A chief consideration in any business is whether to use a “calendar” or “fiscal” year. In most cases the business should use a calendar year which means reporting income for the year beginning January 1st and ending December 31st. A fiscal year is any other 12 month period other than a calendar month, ie. April 1st through March 31st, or July 1st through June 30th. Unless a company elects otherwise it is assumed that they are choosing the calendar system.
Incidentally, the business may select either method regardless of when the company started doing business. For instance, a business may start on December 1st and still choose the calendar year even though the first year may be only one month long.
There are a couple of instances where a business would be justified in choosing a fiscal year. The first consideration is in dealing with seasonal fluctuations in the business cycle. If the business cycle favors December and January, such as winter ski resorts, or Christmas season, as in toy stores, the business may choose to end their year during a slower time. For instance, many department stores use a fiscal year beginning February 1st and ending January 31st.
Secondly a business may choose a fiscal year if the company foresees that most of their sources of funds may be coming at a time other than January. This is particularly important if the provider of those funds will be asking for some type of stewardship reporting on a fiscal year basis. For instance, businesses that depend on government grants for funding. In this case, the company should consider choosing a fiscal year that corresponds with the government agency's fiscal year.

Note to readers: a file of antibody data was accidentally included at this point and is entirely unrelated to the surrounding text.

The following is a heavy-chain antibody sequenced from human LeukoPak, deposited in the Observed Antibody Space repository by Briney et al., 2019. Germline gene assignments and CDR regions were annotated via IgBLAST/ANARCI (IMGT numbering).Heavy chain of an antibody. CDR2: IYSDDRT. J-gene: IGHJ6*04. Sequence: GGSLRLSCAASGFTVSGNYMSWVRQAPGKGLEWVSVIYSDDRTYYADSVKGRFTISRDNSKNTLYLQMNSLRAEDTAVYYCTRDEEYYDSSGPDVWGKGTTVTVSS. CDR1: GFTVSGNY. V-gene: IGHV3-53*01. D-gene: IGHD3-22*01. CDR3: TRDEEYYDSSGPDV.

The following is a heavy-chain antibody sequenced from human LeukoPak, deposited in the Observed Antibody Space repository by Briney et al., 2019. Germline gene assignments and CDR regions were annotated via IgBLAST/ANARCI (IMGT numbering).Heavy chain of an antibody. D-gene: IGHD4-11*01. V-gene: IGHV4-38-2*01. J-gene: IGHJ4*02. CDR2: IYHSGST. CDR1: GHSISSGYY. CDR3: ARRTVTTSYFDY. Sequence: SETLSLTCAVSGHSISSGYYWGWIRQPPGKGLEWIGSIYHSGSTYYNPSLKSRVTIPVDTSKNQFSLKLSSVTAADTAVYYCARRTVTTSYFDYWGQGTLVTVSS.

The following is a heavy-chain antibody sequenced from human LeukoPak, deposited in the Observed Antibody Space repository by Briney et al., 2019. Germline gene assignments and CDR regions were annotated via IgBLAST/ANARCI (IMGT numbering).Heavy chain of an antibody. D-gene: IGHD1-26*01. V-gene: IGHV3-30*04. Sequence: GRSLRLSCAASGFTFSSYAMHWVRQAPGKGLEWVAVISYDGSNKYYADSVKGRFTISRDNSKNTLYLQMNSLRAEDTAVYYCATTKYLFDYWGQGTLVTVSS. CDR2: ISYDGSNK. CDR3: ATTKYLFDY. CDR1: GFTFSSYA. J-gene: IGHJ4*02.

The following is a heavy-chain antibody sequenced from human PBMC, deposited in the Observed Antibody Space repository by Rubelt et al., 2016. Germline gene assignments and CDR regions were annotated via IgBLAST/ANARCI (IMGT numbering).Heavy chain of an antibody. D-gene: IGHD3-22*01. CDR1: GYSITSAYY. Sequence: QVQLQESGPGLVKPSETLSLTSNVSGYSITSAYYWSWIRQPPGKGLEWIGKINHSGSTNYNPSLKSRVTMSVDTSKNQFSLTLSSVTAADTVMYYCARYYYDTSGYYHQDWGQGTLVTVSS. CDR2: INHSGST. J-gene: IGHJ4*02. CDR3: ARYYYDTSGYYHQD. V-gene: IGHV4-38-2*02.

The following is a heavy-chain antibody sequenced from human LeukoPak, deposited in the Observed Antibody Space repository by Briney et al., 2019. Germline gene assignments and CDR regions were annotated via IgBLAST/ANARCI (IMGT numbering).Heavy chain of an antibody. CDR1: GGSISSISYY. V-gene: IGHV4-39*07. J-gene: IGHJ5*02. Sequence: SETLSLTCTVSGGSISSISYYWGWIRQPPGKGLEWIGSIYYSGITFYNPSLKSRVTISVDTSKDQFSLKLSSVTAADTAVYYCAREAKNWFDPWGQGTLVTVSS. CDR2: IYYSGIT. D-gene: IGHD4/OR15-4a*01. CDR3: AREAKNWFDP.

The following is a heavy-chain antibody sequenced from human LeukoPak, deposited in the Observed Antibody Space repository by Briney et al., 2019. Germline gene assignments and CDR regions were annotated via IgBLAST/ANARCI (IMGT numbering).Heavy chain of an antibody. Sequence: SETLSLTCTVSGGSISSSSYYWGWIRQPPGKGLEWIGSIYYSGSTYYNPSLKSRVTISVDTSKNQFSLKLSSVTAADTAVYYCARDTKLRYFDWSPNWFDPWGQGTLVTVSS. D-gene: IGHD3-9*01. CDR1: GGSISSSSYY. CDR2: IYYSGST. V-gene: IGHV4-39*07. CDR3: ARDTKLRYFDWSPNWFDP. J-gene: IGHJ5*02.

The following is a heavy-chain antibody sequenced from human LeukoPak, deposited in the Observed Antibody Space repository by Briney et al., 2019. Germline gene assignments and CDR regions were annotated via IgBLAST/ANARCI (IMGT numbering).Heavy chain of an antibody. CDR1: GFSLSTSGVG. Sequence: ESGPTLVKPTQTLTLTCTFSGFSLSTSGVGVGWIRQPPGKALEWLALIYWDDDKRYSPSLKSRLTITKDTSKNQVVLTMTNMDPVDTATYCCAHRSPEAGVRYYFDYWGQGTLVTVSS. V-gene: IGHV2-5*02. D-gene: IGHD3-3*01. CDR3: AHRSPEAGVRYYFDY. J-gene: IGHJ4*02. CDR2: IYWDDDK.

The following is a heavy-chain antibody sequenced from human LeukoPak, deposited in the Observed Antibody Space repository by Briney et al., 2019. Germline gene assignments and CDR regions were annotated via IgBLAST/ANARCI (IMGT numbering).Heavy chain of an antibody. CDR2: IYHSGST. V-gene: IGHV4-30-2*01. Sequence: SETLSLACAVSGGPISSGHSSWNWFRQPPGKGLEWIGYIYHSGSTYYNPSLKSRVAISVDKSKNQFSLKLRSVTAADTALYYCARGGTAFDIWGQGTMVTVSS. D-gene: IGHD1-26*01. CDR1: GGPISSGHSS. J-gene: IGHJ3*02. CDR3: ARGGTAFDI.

At the end of each calendar year (Jan. 1 - Dec. 31) or fiscal year (any 12 month term other than the calendar year), all Earnings accounts are closed out to "0" and net earnings transferred to Capital. In a proprietorship or partnership, net earnings (or losses) should be added to (or subtracted from) the Owner's Equity (investment) account. In a corporation, net earnings are transferred to the Retained Earnings account.
Before closing Earnings accounts at year's end, you need to take a physical count of Inventory, Fixed Assets, and Liabilities (comparing your calculation of remaining principle to the bank's figure). Differences between your actual count and what is reported on the Balance Sheet will require adjusting entries to the appropriate Asset, Liability, and Accrual accounts. These entries are normally made in the General Journal and subsequently transferred to the General Ledger.
Advancing Your Account-Ability, Module III of the Professional Bookkeeper™ Program, explains Year End Closing in detail.
Click HERE to see what else is taught in Module III.